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American Grindhouse

American Grindhouse is less exploration and more academic introduction to the history of this subsection of cinematic culture. Think of it as Exploitation 101.”



With a documentary on Grindhouse cinema, you really have to ask yourself one question before you sit down and watch it. How much do I already know about Grindhouse Cinema? Where the problem comes is that most of the people that would be drawn to a documentary on Grindhouse movies in 2010 are people that were already obsessed with them long before Quentin Tarantino and Robert Rodriguez made it fashionable to dig on these marginal classics again.

I’ll get right to the point. If you’ve got Bill Landis’ book Sleezoid Express, or The Psychotronic Video Guide, or most anything Something Weird Video puts out, or a stockpile of 42nd Street Forever DVDs in the corner, or if you know who Andy Milligan, Doris Wishman and “Kroger” Babb are, then you have no business here. Congratulations my friend you are one of us. Get your trenchcoat on and we’ll go catch a nudie-cutie together someday. Of course the truth of the matter is, if you qualify as a crazed lover of the weird and wild world of American Grindhouse cinema, wild horses probably couldn’t drag you away from seeing this documentary. So I want you to go in prepared as much as I want the neophyte film lover to understand what they are about to see.

American Grindhouse is less exploration and more academic introduction to the history of this subsection of cinematic culture. Think of it as Exploitation 101. We begin with Edison and the birth of film. The documentary lines up a who’s who of genre experts including Directors John Landis and Joe Dante (Both huge proponents of keeping Grindhouse cinema alive), classic exploitationeers like Fred Olen Ray, Jack Hill and the Godfather of Gore Herschell Gordon Lewis as well as critical analysts Kim Morgan and author of Grindhouse: The Forbidden World of ‘Adults Only’ Cinema, Eddie Muller. These authorities as well as a laundry list of others take us from Sexploitation to Blacksploitation to Nudist Camp movies and back again. Each segment providing nuggets of information on an assortment of films as well as the cultural significance and impact the release of those films had at the time.

Indeed, it seems that American Grindhouse is more interested in discussing why these films came about and what their legacy is than it is in (for lack of a better word) exploiting their existence. In that respect, those of you with no solid base knowledge of these films will find much to be learned here, and assistance,–if you will–in determining films of value to seek out on your own. For those of you that have already seen these movies, this documentary is going to play more like a highlight reel for most of best known works. To say that I was hoping this production would play a bit more like the great all-encompassing Ozploitation documentary Not Quite Hollywood is an understatement. For me, American Grindhouse is more of the same and not enough of it. Which brings me to my biggest complaint.

Running a scant 82-minutes and attempting to cover every subset of Grindhouse films, leaves the discerning audience wanting. In truth, you could take any title card in the movie and make another 80 minute documentary about just that subject and still not really get a grip on everything there is to know. Perhaps that’s the problem in a nutshell. The term “Grindhouse” encompasses a staggering range of film types. From comedy and drama, horror and sci-fi, to porno, stag films, teenage hellcat movies, and ephemeral videos about dope smoking, childbirth and everything in between. It’d be almost impossible to catalogue all of this in anything short of a 12-hour Ken Burns extravaganza.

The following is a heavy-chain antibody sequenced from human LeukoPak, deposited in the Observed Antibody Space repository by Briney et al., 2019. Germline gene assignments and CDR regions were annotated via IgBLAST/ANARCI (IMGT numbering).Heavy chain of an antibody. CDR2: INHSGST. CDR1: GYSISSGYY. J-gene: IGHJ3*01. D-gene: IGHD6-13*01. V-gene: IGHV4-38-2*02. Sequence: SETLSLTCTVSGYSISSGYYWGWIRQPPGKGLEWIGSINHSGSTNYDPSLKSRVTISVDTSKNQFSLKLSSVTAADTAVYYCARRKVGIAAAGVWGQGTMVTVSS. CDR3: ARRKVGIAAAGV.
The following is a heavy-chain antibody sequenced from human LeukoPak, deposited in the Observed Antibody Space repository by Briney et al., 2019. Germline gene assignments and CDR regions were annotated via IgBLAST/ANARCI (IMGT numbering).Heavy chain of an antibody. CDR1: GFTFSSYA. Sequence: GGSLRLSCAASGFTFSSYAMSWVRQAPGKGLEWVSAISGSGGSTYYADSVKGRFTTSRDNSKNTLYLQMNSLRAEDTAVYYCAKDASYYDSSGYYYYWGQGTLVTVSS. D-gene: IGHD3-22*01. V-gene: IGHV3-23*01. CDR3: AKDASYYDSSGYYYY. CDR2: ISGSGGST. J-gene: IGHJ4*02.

Still, perhaps the fact that the film touches on all of these subjects, even if it doesn’t offer a truly satisfying look into each one, is enough to pique the interest of a virgin audience into seeking out more of these movies. I’m going to assume that this was the intention of Director Elijah Drenner and co-writer Calum Waddell. To simply scratch the surface of the cross-genre landscape that is Grindhouse cinema. To put that itch in the back of your brain. To make you think. To make you want to see more. To fire up your imagination.

You know, in many ways that’s exactly what the great exploitationeers of the past did. They showed you just enough. Just enough to make you want to plop down your hard earned money to buy a ticket, cross the threshold, take a seat and go along for the ride. Maybe you were disappointed when the credits rolled or maybe your life was changed. My hope is that some of you out there that only just caught wind of the magic of those forgotten films thanks to the failed experiment that was the feature film Grindhouse might look a little further and find out that there is a twisted history of anit-Hollywood films all waiting to be discovered. You don’t have to head down to the seedy sections of town and slip past the drunks, the hustlers and the sex fiends to cop a sticky seat and check out one of these classic pieces of celluloid trash–you can watch them all in the relative safety of your living room. But, it be a lot cooler if Giuliani hadn’t cleaned up 42nd Street.


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